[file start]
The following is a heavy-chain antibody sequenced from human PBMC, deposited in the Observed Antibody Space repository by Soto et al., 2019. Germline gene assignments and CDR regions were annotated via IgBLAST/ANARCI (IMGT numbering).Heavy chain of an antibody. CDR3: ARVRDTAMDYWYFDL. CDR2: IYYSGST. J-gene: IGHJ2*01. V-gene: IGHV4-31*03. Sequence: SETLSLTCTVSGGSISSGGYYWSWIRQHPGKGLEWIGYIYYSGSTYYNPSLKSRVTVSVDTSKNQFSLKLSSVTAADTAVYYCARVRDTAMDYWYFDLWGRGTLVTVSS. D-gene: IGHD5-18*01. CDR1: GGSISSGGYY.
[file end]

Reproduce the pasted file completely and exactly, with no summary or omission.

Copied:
The following is a heavy-chain antibody sequenced from human PBMC, deposited in the Observed Antibody Space repository by Soto et al., 2019. Germline gene assignments and CDR regions were annotated via IgBLAST/ANARCI (IMGT numbering).Heavy chain of an antibody. CDR3: ARVRDTAMDYWYFDL. CDR2: IYYSGST. J-gene: IGHJ2*01. V-gene: IGHV4-31*03. Sequence: SETLSLTCTVSGGSISSGGYYWSWIRQHPGKGLEWIGYIYYSGSTYYNPSLKSRVTVSVDTSKNQFSLKLSSVTAADTAVYYCARVRDTAMDYWYFDLWGRGTLVTVSS. D-gene: IGHD5-18*01. CDR1: GGSISSGGYY.